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THE NIGHT BEFORE TET
It was almost 2100hrs on 30 January 1968, the night before the “Tet Offensive” when Wendell Skinner’s helicopter crashed in Vietnam attempting to extract a Special Forces Long Range Patrol Team that had come in contact with a large force of Viet Cong and NVA.
From Wendell’s Facebook page, he noted “this is my chopper day after shot down near Bear Cat. Team from Co. F. 51st Inf Airborne LRRP’s was who we were picking up, night extraction.”
The Landing Zone was a burned out area in the jungle that was covered with ashes. As the helicopter made its approach the ashes flew up around the aircraft blinding the pilot and he made a hard landing resulting in the pilot being thrown through the windshield still strapped in his seat almost tearing his arm off. The co-pilot and door gunner were thrown against the dash and suffered broken bones. Skinner was thrown under the Huey as it rolled over and started to burn.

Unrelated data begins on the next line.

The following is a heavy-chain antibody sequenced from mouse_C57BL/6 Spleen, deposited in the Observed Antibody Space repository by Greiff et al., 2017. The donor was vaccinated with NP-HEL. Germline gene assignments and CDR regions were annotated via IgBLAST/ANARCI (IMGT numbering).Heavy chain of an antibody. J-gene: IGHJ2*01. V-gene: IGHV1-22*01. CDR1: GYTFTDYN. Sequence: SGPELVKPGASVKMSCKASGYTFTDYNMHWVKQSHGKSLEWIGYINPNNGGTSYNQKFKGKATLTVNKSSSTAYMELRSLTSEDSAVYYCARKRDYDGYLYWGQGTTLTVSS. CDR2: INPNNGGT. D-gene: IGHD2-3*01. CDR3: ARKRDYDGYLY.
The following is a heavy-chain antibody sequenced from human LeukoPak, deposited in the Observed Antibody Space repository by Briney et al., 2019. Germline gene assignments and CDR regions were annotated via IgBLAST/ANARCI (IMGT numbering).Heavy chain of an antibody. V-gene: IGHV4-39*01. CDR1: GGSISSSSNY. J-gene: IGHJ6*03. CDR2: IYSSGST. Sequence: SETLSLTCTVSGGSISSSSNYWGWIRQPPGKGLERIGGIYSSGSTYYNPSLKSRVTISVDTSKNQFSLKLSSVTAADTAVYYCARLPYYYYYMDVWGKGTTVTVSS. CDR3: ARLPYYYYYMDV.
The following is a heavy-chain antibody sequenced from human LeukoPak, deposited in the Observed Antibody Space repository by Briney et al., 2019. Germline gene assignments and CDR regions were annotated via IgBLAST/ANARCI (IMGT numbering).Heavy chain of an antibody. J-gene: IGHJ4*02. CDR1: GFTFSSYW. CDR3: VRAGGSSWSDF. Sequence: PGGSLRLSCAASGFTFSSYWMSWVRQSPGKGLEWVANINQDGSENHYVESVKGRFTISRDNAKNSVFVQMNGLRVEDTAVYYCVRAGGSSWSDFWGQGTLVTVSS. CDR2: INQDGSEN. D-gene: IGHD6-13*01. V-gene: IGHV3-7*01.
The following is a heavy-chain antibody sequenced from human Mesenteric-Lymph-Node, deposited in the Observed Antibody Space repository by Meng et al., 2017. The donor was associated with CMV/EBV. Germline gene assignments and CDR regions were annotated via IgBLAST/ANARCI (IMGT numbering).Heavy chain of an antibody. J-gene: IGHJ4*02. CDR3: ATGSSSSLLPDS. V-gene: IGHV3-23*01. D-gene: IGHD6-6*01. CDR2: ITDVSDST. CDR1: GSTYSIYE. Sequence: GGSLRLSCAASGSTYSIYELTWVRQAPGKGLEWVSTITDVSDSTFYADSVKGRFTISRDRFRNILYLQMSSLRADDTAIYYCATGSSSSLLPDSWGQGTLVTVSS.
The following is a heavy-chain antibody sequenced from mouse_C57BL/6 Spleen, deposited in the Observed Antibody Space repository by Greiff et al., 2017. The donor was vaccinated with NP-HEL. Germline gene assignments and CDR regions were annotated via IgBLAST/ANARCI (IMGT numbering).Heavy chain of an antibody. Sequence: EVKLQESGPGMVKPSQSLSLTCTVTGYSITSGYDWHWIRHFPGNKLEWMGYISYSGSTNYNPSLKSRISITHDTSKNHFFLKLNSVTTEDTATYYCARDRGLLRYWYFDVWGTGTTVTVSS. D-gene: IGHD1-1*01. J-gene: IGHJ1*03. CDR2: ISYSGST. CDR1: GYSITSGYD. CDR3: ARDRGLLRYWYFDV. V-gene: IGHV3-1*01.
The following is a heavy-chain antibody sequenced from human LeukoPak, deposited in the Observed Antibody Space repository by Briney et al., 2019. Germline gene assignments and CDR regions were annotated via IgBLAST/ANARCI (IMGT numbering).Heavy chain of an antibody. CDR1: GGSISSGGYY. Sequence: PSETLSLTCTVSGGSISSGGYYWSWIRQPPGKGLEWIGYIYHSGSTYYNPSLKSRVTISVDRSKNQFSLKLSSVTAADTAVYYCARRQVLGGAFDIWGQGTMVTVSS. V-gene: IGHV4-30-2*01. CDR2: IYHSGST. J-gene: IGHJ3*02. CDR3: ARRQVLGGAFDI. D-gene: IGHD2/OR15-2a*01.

Thinking Skinner was dead another Huey picked up the wounded crew and the SF Team and left the area leaving Skinner. Major Earl Carlson, CO of the 195th Assault Helicopter Company was awakened shortly after midnight and told of the crash and the loss of Skinner. Carlson was outraged. ”You don’t leave a soldier, dead or alive, behind.” He had never lost a man under his command. He gathered a crew together and went to find Skinner. “I was just doing what a commanding officer is supposed to do.”